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WASHINGTON—Stepping once again into the controversial area of mandated prescription contraceptive drug coverage, the Obama administration last week asked for comments on a range of ways nonprofit affiliates of religious organizations could comply with the mandate.
Under final regulations, full coverage—with no copayments or other cost-sharing requirements—will have to be offered by group health care plans for plan years starting on or after Aug. 1, 2012.
In the case of nonprofit affiliates of religious organizations, such as universities and health care systems, the regulation requires that affiliates' health insurers offer the coverage at no cost. That part of the regulation would apply for plan years starting on or after Aug. 1, 2013.
At the time the administration unveiled the coverage rules for nonprofit affiliates of religious organizations, the administration said it later would develop requirements for nonprofit affiliates that self-fund their health care benefit plans.
In developing those rules, the administration said Friday in an “advance notice of proposed rulemaking,” it would like public comments on some proposals it is considering.
Under one idea the administration is floating, the affiliates' third-party administrators could fund the coverage through rebates they receive from drug manufacturers that the TPA is not contractually liable to forward to the affiliates.
Additionally, the administration noted that nothing would prevent a TPA from receiving funds from a private, nonprofit organization to pay for contraceptives. But it isn't clear why an outside organization would want to do this, experts say.
Under yet another administration idea, TPAs that, starting in 2014, will be required to help pay for a special health care reform law reinsurance program, could receive credits against reinsurance assessments for any payment they make for prescription contraceptives provided to those enrolled in the affiliates' self-funded plans.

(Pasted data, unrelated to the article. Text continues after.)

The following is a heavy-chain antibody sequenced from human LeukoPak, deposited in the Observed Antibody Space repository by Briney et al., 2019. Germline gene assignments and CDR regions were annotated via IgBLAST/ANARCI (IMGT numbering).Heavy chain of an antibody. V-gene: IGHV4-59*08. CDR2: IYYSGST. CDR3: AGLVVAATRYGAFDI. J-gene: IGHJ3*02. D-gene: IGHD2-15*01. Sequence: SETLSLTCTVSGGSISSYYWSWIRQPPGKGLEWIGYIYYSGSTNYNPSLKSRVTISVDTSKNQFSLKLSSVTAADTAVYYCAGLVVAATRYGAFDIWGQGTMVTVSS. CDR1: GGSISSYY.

In addition, the administration says it would welcome other ideas on how the coverage could be funded. One idea, which the administration says has been suggested by “religious stakeholders,” would be the use of tax-preferred accounts—presumably such as health savings accounts—to fund the coverage.
While not spelled out in detail, the employer would make contributions to the accounts that “employees may in their discretion use for a range of medical services that neither precludes nor obligates funds to be used for contraceptive services,” the administration said.
None of the proposals are very attractive, noted Rich Stover, a principal with Buck Consultants L.L.C. in Secaucus, N.J.
“The administration might be more costly than the actual costs of the prescriptions,” he said.
LINCOLN, Neb.—Seven state attorneys general filed suit last week to block a final health care reform law rule that will require health insurers providing coverage to nonprofit affiliates of religious organizations to offer free coverage of prescription contraceptives.